Black Cherry Tomatoes

No store-bought tomato will beat home grown and freshly picked ones from your garden. And who doesn’t enjoy the fruits of their efforts. Tomato plants are a good addition to any vegetable garden, especially because most of us use them every day. If you are looking to grow tomatoes in your garden, black cherry tomatoes might be what you need. Their ease of growth and productivity are traits that any gardener will appreciate.

Description/Taste

The colour of a Black cherry tomato is an indicator of the fruit’s stage of maturity. At its first sign of ripeness, the tomato will have a signature mahogany-brown colouring with green shoulders, and it will be firm to the touch, with a blend of sweet and tart flavours. As it ripens, the green deepens to brown, the flesh becomes slightly tender, and the flavour grows. At the peak of their maturity, Black cherry tomatoes are low in acidity, and they develop a smoky and sweet flavour. The Black cherry tomato plant produces large clusters of the 2.5cm round tomatoes on vigorous, tall, indeterminate plants that are easy to grow, as they are disease resistant and can be grown in the greenhouse or outdoors in a sunny spot.

Black Cherry tomato uses

Black cherry tomatoes are preferred for eating fresh, on their own or in a salad, though they also lend themselves to being flash grilled or roasted. Black cherry tomatoes can easily replace common red tomatoes in pizza and salsa recipes, and they also work nicely in sauces and soups. They pair well with soft, young cheeses, such as chevre and burrata, as well as aged cheeses like pecorino and parmesan.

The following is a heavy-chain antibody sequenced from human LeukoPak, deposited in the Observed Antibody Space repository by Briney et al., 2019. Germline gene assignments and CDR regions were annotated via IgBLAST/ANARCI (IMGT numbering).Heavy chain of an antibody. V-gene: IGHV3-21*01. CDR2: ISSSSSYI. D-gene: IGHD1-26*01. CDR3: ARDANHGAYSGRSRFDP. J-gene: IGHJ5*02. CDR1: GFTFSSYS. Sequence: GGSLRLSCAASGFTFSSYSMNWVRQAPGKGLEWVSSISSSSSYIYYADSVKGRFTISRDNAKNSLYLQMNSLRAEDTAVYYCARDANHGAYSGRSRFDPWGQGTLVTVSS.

Other complimentary pairings include citrus, melons, eggplant, mushrooms, mild and hot chilies, poultry, pork, seafood, vinaigrettes, aged balsamic vinegar, herbs, such as basil and cilantro, and cream-based sauces, such as béchamel.

Like all varieties, store Black cherry tomatoes away from direct sunlight at room temperature until ripe and ready to use, after which refrigeration can slow the process of decay and prevent them from ripening further.

Nutritional Value

Cherry tomatoes contain lycopene, an antioxidant that can decrease your risk of cardiovascular disease and cancer. They also contain vitamin A and vitamin C, making them a good snack for maintaining eye health and boosting your immune system. Other significant contents for supporting good health include fibre, iron, and vitamin B-6. Although they are small, the bite-size black cherry tomatoes are indeterminate plants.

Their size might be deceiving, so they need tall and sturdy cages to support them to maturity.